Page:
Hint of a Universal Law for the Financial Gains of Competitive Sport Teams. The Case of Tour de France Cycle Race
- 1School of Business, University of Leicester, Leicester, United Kingdom
- 2GRAPES – Group of Researchers for Applications of Physics in Economy and Sociology, Angleur, Belgium
This short note is intended as a “Letter to the Editor” Perspective in order that it serves as a contribution, in view of reaching the physics community caring about rare events and scaling laws and unexpected findings, on a domain of wide interest: sport and money. It is apparent from the data reported and discussed below that the scarcity of such data does not allow to recommend a complex elaboration of an agent based model,—at this time. In some sense, this also means that much data on sport activities is not necessarily given in terms of physics prone materials, but it could be, and would then attract much attention. Nevertheless the findings tie the data to well-known scaling laws and physics processes. It is found that a simple scaling law describes the gains of teams in recent bicycle races, like the Tour de France. An analogous case, ranking teams in Formula 1 races, is shown in an Appendix.
This short note stems from a recent set of aggregated data1 about the financial gains of the teams in the recent Tour de France. The gains of the 22 teams comprised of originally 9 riders, for a 23 day race with 21 stages are accumulated every day according to some pre-established rules2. Usually teams and riders aim at specific “jerseys” (going with money rewards) beside winning a stage.
It is of course trivial to rank the 22 teams according to their final gains at the end of the competition. It is on the other hand unexpected to find that such a size-ranking is best fitted by nothing else that a fine hyperbola with exponent ≃ −1, obtained through a Levenberg-Marquardt algorithm; see Figure 1. Motivated by such an unexpected finding I looked at whether similar data could be obtained for previous Tour de France races. From two different sources3,4, I obtained the equivalent data for 2016 and 2015. Quite unexpectedly, the same hyperbolic law occurs again with a decay exponent ~ −1 ± 0.05; see Figure 1.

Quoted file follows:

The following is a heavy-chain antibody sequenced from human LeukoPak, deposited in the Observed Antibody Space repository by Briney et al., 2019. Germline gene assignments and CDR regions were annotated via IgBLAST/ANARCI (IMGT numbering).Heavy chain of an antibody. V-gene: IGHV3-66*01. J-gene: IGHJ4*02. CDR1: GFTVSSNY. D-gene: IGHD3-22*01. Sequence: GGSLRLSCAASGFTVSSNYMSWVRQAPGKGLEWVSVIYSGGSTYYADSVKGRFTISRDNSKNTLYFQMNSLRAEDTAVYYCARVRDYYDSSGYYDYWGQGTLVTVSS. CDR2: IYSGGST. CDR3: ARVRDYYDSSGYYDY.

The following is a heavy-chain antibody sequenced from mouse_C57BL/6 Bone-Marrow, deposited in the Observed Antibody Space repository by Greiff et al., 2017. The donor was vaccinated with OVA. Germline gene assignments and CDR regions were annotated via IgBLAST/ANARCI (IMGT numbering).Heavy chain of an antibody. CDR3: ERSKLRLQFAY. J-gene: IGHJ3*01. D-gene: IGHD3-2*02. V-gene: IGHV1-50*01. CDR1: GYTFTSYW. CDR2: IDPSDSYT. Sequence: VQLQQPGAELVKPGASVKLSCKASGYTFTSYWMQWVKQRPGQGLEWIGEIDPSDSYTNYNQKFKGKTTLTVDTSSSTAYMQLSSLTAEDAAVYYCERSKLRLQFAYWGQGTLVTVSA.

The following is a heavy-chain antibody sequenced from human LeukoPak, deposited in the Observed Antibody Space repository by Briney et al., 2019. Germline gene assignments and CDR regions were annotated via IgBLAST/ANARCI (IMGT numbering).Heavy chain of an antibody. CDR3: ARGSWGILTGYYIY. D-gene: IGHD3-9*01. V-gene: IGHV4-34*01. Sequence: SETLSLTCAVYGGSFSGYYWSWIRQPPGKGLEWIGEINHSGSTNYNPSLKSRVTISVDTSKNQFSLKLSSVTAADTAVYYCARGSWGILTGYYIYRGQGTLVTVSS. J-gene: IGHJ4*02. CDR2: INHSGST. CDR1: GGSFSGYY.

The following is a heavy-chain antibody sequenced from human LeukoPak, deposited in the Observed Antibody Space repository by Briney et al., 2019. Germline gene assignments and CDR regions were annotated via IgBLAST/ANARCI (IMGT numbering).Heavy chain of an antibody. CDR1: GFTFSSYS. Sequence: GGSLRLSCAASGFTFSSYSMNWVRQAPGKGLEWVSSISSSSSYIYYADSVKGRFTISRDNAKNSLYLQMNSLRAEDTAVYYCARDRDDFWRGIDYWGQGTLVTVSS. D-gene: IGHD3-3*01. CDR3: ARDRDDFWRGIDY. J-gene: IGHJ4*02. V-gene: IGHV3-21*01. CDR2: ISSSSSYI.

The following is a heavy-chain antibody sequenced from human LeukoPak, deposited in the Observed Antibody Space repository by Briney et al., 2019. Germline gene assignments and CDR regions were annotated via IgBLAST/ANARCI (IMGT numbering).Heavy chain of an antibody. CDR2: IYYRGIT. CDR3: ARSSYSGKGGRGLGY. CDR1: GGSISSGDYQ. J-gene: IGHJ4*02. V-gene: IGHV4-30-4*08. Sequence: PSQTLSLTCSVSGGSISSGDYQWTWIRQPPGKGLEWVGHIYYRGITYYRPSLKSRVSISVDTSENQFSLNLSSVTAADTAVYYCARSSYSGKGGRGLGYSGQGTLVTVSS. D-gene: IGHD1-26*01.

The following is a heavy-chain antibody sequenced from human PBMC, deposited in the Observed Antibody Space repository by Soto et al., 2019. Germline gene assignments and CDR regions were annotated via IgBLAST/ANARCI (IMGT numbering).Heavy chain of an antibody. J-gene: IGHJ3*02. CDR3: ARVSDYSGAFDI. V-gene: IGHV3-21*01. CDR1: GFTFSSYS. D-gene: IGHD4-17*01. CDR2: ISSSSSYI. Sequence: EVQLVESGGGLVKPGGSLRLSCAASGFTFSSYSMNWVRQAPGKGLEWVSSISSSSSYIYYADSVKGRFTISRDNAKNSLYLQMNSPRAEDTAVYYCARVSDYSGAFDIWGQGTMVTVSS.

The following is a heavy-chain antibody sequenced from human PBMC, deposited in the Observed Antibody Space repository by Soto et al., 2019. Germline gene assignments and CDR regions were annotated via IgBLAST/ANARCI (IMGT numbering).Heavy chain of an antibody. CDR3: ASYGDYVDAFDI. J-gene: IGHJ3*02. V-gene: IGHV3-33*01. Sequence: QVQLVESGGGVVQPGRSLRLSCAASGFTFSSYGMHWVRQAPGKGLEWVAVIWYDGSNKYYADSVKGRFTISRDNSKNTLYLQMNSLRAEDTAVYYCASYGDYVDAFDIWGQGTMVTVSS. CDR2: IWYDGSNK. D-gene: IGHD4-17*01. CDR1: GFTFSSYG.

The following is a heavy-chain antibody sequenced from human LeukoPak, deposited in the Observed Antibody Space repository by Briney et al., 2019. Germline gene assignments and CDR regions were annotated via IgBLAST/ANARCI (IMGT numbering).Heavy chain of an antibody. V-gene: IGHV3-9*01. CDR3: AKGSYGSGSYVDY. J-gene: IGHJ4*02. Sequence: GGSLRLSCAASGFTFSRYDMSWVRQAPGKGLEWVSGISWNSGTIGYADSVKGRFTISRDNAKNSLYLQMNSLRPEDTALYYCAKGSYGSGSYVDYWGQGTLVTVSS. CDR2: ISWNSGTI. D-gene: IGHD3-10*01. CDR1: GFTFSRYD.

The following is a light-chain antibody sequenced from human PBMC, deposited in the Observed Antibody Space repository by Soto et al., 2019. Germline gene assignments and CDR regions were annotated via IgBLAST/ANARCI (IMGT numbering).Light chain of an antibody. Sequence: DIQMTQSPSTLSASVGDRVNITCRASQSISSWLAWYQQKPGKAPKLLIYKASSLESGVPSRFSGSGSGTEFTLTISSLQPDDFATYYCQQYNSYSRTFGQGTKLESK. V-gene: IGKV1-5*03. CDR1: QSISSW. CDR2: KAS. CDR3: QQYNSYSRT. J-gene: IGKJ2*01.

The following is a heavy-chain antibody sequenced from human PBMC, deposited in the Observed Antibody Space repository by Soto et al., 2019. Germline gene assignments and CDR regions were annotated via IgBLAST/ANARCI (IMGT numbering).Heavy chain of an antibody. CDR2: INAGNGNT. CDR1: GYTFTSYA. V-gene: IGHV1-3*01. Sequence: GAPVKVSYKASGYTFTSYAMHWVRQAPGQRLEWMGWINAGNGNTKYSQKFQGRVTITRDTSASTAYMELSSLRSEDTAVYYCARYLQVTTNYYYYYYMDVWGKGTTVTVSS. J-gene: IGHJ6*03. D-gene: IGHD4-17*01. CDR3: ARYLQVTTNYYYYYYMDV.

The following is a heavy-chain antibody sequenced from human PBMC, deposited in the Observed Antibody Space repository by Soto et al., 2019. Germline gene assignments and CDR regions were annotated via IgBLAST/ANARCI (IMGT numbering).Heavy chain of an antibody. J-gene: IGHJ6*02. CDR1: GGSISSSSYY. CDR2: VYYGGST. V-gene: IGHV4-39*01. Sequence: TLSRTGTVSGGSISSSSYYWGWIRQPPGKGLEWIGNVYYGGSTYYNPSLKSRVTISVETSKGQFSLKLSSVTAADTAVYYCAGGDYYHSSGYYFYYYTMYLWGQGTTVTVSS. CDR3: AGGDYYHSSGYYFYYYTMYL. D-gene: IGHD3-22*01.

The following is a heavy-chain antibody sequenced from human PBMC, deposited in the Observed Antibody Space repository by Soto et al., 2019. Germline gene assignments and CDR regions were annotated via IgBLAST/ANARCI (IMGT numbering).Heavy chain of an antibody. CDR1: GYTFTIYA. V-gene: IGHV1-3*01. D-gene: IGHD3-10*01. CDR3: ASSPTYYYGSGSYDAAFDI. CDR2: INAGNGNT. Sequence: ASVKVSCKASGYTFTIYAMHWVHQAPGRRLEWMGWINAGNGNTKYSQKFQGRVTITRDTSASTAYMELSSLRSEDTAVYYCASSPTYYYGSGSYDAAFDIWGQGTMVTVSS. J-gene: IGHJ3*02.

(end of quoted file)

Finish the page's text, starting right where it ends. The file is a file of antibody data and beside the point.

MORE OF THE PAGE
Unfortunately, in view of “proving a universal behavior,” one cannot find such data for the other similar top long5 races, like Giro and Vuelta. It is known that these races have not so much money to distribute, — whence there is less “advertisement” of the matter. This likely means that such a kind of (financial) data is not easily available.
From a physics point of view, a few comments are in order. First, the exponent (−1) is reminiscent of Zipf's finding about the “least effort law” , when understood as an equilibrium steady state process. However, it can also be understood, as in a recent set of papers on UEFA and FIFA soccer team or country ranking, respectively, in terms of a dissipative structure process, arising from the number of points (“input energy flow”) given each year according to scores in different competitions, thereby leading to a self-organizing system [2–4]. Mutatis mutandis, several riders contribute to the team gains along the race. This is different from a Matthew like effect, in which the winner takes all. A very parsimonious toy model containing ingredients leading to team ranking, under such complex rules, was proposed in Ausloos et al. . The model suggests that peer classes are an extrinsic property of the ranking, as obtained in many non-linear (non-equilibrium) systems under boundary condition constraints.